Sponsor Message:
Aviation Technical / Operations Forum
My Starred Topics | Profile | New Topic | Forum Index | Help | Search 
Meteo Question  
User currently offlinefaro From Egypt, joined Aug 2007, 1754 posts, RR: 0
Posted (6 years 2 months 4 weeks 13 hours ago) and read 2344 times:

Can you have both fog and rain/snow at the same time? In what (micro-climate?) situation would this arise?


The chalice not my son
3 replies: All unread, jump to last
User currently onlineStarlionblue From Greenland, joined Feb 2004, 17651 posts, RR: 65
Reply 1, posted (6 years 2 months 4 weeks 13 hours ago) and read 2339 times:

Sure. The rain can fall from above the fog and thus through it. Don't know about snow and fog. If it is "proper" snow, that is not sleet, it might be too cold for fog.

I regularly see rain + fog in HK. As in I'm standing in fog and rain will fall on me.

At a guess, high humidity helps.

"There are no stupid questions, but there are a lot of inquisitive idiots."
User currently offlinebri2k1 From United States of America, joined Dec 2004, 988 posts, RR: 3
Reply 2, posted (6 years 2 months 4 weeks 7 hours ago) and read 2311 times:

Snow in fog occurs routinely here in Colorado on the eastern slope of the Rocky Mountains. When snow begins to fall, the ground is warmer than the air, creating radiation fog with enough humidity. The snow falls from clouds high above the dense ground fog. In many snow conditions, the front is stable, helping to ensure low surface winds, further promoting fog development. Pacific storms don't generally have enough moisture to cause this, but the upslope flow from Gulf storms in the spring usually do. The National Weather Service will call this as fog, but depending on the air temperature near the surface, can also refer to it as light snow with mist and associated reduced visibility.

Position and hold
User currently offlinebassbonebobo From United States of America, joined Apr 2008, 67 posts, RR: 0
Reply 3, posted (6 years 2 months 2 weeks 1 day 13 hours ago) and read 2100 times:

Yes it is possible. Precipitation can actually cause fog to form. The evaporation/sublimation of the falling precip will cause the temperature to drop and and the humidity to rise.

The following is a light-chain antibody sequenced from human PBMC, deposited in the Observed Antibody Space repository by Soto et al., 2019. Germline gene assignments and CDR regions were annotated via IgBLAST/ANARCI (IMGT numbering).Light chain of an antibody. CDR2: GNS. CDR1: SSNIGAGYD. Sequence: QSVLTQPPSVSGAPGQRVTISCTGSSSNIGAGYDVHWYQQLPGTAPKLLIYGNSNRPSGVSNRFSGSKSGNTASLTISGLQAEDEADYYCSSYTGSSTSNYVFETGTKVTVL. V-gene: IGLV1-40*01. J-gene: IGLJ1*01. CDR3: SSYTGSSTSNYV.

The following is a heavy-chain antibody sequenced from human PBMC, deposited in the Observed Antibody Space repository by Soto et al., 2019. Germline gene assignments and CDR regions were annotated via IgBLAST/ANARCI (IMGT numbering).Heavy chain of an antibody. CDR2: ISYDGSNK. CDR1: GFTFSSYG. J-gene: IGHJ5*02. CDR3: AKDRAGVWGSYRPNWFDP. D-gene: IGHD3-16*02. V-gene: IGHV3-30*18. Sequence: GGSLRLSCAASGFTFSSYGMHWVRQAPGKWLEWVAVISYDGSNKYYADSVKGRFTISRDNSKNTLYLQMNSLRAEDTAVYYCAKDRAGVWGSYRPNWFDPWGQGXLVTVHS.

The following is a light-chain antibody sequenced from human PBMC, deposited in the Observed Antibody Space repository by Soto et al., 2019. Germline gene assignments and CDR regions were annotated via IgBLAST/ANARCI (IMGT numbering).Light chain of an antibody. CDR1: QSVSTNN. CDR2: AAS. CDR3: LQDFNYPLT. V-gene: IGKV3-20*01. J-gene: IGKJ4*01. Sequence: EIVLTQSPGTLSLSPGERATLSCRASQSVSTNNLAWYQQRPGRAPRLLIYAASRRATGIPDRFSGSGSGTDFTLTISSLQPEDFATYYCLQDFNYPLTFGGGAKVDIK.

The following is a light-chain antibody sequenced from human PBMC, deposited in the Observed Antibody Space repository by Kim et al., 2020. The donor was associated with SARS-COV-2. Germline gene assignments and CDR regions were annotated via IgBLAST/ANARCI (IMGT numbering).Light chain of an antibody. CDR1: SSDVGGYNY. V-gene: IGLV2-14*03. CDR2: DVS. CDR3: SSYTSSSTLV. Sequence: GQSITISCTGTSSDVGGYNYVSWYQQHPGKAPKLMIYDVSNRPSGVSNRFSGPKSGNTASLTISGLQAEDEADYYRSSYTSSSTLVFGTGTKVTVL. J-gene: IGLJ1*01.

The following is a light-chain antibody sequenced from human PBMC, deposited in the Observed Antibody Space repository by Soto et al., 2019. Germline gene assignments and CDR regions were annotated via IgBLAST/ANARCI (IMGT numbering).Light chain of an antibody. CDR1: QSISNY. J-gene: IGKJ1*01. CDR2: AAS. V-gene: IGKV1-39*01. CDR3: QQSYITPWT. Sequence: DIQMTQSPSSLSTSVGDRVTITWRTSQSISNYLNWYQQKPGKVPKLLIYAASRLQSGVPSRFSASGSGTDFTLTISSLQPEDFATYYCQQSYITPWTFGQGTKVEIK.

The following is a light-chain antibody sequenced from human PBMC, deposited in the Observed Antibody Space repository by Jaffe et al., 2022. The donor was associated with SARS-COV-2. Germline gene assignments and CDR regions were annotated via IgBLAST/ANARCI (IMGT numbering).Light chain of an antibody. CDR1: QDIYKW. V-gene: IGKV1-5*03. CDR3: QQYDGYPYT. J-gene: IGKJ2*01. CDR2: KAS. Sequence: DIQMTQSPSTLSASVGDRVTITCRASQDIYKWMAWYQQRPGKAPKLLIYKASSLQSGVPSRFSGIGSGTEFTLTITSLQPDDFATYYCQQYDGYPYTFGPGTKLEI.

This is the current Stampede Pass METAR: KSMP 121056Z AUTO VRB06G20KT 1/4SM -SN FG VV001 01/M01 A2963 RMK AO2 SLP053 P0002 T00061006 TSNO $

Rule #176. Any device that can crawl across the table on medium, does not need to be brought into the office.
Top Of Page
Forum Index

Reply To This Topic Meteo Question
No username? Sign up now!

Forgot Password? Be reminded.
Remember me on this computer (uses cookies)
  • Tech/Ops related posts only!
  • Not Tech/Ops related? Use the other forums
  • No adverts of any kind. This includes web pages.
  • No hostile language or criticizing of others.
  • Do not post copyright protected material.
  • Use relevant and describing topics.
  • Check if your post already been discussed.
  • Check your spelling!
Add Images Add SmiliesPosting Help

Please check your spelling (press "Check Spelling" above)

Similar topics:More similar topics...
Question About A300 B4 Deicing Procedures posted Wed Feb 24 2010 01:10:00 by JETPILOT
Remote Ramp Stair Question posted Mon Feb 22 2010 16:52:34 by pipo777
Aircraft Brakes Question posted Fri Feb 19 2010 19:47:35 by Viscount724
Crosswinds And The 737 Question posted Fri Feb 19 2010 12:35:15 by AndyinPIT
JFK 31L Question posted Fri Feb 12 2010 21:44:48 by SASD209
Question RE: US Aicraft Registration posted Fri Feb 12 2010 12:28:29 by FLY2HMO
Equipment Question On 747-8 And 787 posted Tue Feb 9 2010 10:53:08 by micreaux
TCX Ops Staff - Question For You..... posted Sun Feb 7 2010 04:33:28 by Lekky-Man
727-100 '1R' Door Question posted Mon Feb 1 2010 21:44:37 by BlueF9A320
B744 Engine Start Question posted Sat Jan 30 2010 14:03:25 by LMML 14/32

Sponsor Message:
Printer friendly format